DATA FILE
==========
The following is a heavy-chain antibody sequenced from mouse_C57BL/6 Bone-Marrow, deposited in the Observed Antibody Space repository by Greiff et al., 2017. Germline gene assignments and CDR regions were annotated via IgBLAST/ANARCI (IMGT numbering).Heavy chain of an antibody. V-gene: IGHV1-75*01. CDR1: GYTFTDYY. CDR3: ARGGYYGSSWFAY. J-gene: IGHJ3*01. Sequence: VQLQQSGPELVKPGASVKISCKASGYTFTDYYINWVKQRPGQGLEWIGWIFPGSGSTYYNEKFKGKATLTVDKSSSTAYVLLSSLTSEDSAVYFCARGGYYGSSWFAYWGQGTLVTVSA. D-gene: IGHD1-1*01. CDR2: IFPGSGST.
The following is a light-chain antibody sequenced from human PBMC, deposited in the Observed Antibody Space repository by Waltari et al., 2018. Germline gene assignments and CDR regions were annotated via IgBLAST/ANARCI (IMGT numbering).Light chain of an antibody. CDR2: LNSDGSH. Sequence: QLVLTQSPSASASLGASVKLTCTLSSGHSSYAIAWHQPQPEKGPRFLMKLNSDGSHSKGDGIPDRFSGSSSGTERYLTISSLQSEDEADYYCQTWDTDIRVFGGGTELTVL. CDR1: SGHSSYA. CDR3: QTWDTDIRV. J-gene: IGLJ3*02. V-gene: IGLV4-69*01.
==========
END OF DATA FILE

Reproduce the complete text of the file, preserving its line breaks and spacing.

The following is a heavy-chain antibody sequenced from mouse_C57BL/6 Bone-Marrow, deposited in the Observed Antibody Space repository by Greiff et al., 2017. Germline gene assignments and CDR regions were annotated via IgBLAST/ANARCI (IMGT numbering).Heavy chain of an antibody. V-gene: IGHV1-75*01. CDR1: GYTFTDYY. CDR3: ARGGYYGSSWFAY. J-gene: IGHJ3*01. Sequence: VQLQQSGPELVKPGASVKISCKASGYTFTDYYINWVKQRPGQGLEWIGWIFPGSGSTYYNEKFKGKATLTVDKSSSTAYVLLSSLTSEDSAVYFCARGGYYGSSWFAYWGQGTLVTVSA. D-gene: IGHD1-1*01. CDR2: IFPGSGST.
The following is a light-chain antibody sequenced from human PBMC, deposited in the Observed Antibody Space repository by Waltari et al., 2018. Germline gene assignments and CDR regions were annotated via IgBLAST/ANARCI (IMGT numbering).Light chain of an antibody. CDR2: LNSDGSH. Sequence: QLVLTQSPSASASLGASVKLTCTLSSGHSSYAIAWHQPQPEKGPRFLMKLNSDGSHSKGDGIPDRFSGSSSGTERYLTISSLQSEDEADYYCQTWDTDIRVFGGGTELTVL. CDR1: SGHSSYA. CDR3: QTWDTDIRV. J-gene: IGLJ3*02. V-gene: IGLV4-69*01.